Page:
When TV actors go behind the camera, they’re not doing it to win an Emmy.
With voters having given only the faintest of recognition to such double threats — the only recent actors-turned-directors to get nommed were “ER” vet Laura Innes for “The West Wing” and Steve Buscemi for “The Sopranos” in 2001 — actors go behind the camera for mostly creative reasons.
John Slattery, who plays Roger Sterling on AMC’s acclaimed “Mad Men,” was the first actor to go behind the camera on the multiple Emmy-winning series, after getting the OK from showrunner Matthew Weiner to shadow Emmy-winning director Phil Abraham through two episodes.
“(Weiner) said, ‘I’m going to give you an episode, under one condition: You have to do a really good job,’ ” says Slattery, who helmed his third episode of the series in season five. “It was a big thing; it was a leap of faith.”
That success rubbed off on series star Jon Hamm, who says he accepted a longstanding open invitation to direct an episode after seeing Slattery and other actors pull it off well enough to assuage his fears of failure.
“The terror of it had washed off,” he says. “I felt a little more comfortable with the idea of sitting behind the monitor.”
Both actors say they rely heavily on their familiarity with the shows and the expertise of the cast and crew to ensure they shoot footage that meets the show’s high standards as well as stays on the schedule. Hamm said his episode had several new challenges for everyone, including breaking in a prosthetic to cover actress January Jones’ pregnancy and make her character look overweight, along with a new camera system.
“I did what I usually do when I’m completely bereft of any experience, and I leaned on the people who have been there before and listened to them,” says Hamm.
Directing actors have an additional hurdle to face in needing to direct scenes in which they also appear as actors. Slattery says on the first such scene that he felt like he was spread a little thin and that it’s essential to be prepped as an actor as well as a director. “I end up giving myself the least amount of attention,” he says.
Hamm says there was some directing by committee when it came to evaluating his own performance.
“I was able to look at the script supervisor and the writer and the producers and say, ‘Are we all happy?’ If I was happy, and they all started nodding, then we moved on,” Hamm says.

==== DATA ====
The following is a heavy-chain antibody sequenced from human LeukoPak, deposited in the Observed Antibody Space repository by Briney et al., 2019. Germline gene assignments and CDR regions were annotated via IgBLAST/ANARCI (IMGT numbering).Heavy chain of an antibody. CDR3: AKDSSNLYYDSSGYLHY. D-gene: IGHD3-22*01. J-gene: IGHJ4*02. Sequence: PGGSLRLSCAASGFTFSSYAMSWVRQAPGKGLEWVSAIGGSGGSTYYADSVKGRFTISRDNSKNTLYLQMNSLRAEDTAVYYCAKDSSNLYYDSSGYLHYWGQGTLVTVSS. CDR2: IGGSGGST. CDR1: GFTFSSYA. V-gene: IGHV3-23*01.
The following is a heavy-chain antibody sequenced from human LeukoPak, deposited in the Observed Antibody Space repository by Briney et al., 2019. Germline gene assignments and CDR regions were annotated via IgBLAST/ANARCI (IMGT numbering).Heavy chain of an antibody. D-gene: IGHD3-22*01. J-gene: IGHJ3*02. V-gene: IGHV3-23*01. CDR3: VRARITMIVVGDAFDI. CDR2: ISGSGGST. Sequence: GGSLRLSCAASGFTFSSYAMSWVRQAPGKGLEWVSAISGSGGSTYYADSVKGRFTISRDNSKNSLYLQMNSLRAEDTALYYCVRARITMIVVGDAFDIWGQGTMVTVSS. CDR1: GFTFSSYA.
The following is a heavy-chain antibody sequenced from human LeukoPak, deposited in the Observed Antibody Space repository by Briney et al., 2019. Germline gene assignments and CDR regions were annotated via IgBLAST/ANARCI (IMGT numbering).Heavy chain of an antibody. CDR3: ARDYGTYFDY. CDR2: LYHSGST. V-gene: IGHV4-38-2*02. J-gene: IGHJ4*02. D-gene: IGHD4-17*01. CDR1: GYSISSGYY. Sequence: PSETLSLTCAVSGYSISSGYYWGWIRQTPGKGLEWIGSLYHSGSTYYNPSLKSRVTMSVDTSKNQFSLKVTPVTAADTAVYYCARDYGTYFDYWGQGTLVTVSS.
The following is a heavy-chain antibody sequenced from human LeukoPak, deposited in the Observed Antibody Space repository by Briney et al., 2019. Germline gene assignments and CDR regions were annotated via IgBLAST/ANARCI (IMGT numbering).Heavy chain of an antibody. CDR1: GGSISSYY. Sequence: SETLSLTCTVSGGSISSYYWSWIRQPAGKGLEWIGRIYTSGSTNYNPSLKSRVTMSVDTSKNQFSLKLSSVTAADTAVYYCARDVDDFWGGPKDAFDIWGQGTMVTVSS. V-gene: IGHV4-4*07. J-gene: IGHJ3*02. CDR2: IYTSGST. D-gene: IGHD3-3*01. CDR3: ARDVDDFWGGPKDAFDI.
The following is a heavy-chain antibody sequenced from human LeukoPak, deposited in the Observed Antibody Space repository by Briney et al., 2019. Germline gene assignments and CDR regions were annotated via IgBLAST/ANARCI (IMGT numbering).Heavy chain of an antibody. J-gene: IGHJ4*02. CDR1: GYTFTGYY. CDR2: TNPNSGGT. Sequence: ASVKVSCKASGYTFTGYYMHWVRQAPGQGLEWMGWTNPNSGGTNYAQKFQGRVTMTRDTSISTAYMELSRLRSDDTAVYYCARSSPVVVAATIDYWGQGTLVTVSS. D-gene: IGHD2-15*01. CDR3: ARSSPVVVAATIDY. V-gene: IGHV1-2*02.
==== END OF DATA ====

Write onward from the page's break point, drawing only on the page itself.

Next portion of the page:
While it’s common for actors to direct episodes of their own series, it’s less so for them to direct another. This past season, Buscemi directed NBC’s “30 Rock” when not starring in HBO’s “Boardwalk Empire,” while Bryan Cranston, a three-time Emmy winner for his role as Walter White on AMC’s “Breaking Bad,” helmed an episode of ABC’s hit comedy “Modern Family.”
Cranston says he is a fan of “Modern Family” and friend of co-creator Steven Levitan, but sealing the deal involved at least a little bit being in the right place at the right time. “(Levitan) was clutching his Golden Globe in one hand and a bottle of Cristal in the other, and he said, ‘Hey, you should direct for us!’ And I said, ‘Hey, you got it!’ ” he says.
Having first directed the indie feature “Last Chance” as well as multiple episodes of “Malcolm in the Middle” and “Breaking Bad,” Cranston is far from a novice.
“In directing television, it’s not the director’s vision, it’s the showrunner’s vision,” says Cranston. “The victories come when you give your showrunner everything that you know they need, and then, as well, give them something you know they didn’t expect.”
Cranston says that while directing is an all-consuming job — “I forget to eat when I’m on the set,” he says — he enjoyed working in the series’ style and concentrating on one job instead of two. “Just directing ‘Modern Family’ was a delight because I got to focus on just that,” he says. “Directing yourself … it all comes down to the prep week and how thoroughly you are prepared.”
Slattery says he’s happy overall with how his episodes have turned out — and hopes to do more. “I watch other people’s episodes, who’ve been directing a lot longer, and I see how much I have to learn,” he says.
With showrunners having the final cut in TV, Cranston says you have to trust the process and the shows almost always turn out well.
“It all goes through the wash and you look at it and it works or it doesn’t,” he says. “It’s never going to be completely how you want it, and yet sometimes you’re nicely surprised.”
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